It’s not a question of if the port will go away, but when will it happen. We think it could happen in 2020, but given all the “courage” Apple summoned to kill the headphone jack on the iPhone 7 it’s possible they could kill the Lightning port earlier. (But probably not this year.)
A necessary tradeoff
Apple’s always considered the growing pains of removing ports and switching to new ones a necessary tradeoff for thinner and lighter designs or better technologies, and guess what? It’s always been right.
Remember when people whined about the iMac not having a floppy disk drive? Or when people said Macs were doomed because they embraced USB instead of Serial Port? Or when they said it was a mistake for Apple to remove the iPad’s “mute switch” (it was also used as an orientation lock switch) in favor of a software switch in Control Center?
How the hell do you charge your iPhone if it doesn’t have a traditional charging port?
What are those people saying now? Exactly.
It’s indisputable that the future is wireless. Can you imagine if we all still relied on landlines instead of embracing cell phones? I can’t stop myself from laughing at the thought.
The iPhone is already mostly wireless, and I guarantee its charging will soon go wireless, too. Think about it, you can listen to music using wireless headphones (like AirPods) and wireless speakers, stream video wirelessly to a TV or computer screen using AirPlay and an Apple TV, wirelessly backup everything through iCloud, and even wirelessly connect accessories like 360-degree cameras, keyboards, and more.
Why wouldn’t you wirelessly charge your iPhone, then? You absolutely would… if the iPhone had wireless charging. And rumors strongly suggest this year Apple will finally include wireless charging in the “iPhone 8“.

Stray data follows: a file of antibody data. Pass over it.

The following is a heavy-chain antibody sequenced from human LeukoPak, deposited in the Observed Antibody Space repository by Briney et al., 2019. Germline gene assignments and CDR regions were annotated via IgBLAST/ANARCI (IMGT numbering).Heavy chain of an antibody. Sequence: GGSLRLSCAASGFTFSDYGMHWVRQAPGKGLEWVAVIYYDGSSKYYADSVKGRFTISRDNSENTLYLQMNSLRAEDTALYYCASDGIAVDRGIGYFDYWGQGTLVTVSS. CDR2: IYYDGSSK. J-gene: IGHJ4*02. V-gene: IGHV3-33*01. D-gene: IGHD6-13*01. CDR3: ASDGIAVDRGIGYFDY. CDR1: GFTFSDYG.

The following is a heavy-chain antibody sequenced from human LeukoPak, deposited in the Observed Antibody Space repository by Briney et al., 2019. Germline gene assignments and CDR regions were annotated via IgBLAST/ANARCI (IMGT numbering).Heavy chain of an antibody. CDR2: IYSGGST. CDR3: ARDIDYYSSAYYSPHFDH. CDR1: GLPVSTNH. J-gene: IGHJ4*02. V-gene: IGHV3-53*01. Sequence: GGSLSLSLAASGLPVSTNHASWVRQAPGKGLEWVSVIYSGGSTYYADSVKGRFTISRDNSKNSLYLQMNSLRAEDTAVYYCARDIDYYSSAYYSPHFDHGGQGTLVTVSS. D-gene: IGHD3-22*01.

Android users won’t be impressed if this turns out true. Companies like Samsung and LG have had phones with wireless charging for years, and some of them like the Galaxy S8 still do.
Why wireless charging isn’t ubiquitous yet
So why hasn’t wireless charging taken off? Why is wireless charging — a feature that was supposed to become the thing for phones around 2012 — still not ubiquitous?
There are a few issues with wireless charging, the main one being that it’s slow. Usually a lot slower than charging through a wire. The convenience of wireless charging wasn’t worth waiting around longer. Not when we’re all so addicted to our phones.
To be fair, there have been some real advances with wireless charging over the last few years. Samsung’s “Fast Wireless Charging” is nearly as fast as its wired “Fast Charging,” and LG announced last year its own wireless charging tech that’s also as fast as wired charging, but we’ve yet to see it in any phones.
Cost is another hurdle. Many companies stopped including wireless charging components because the market wasn’t rallying around wireless charging.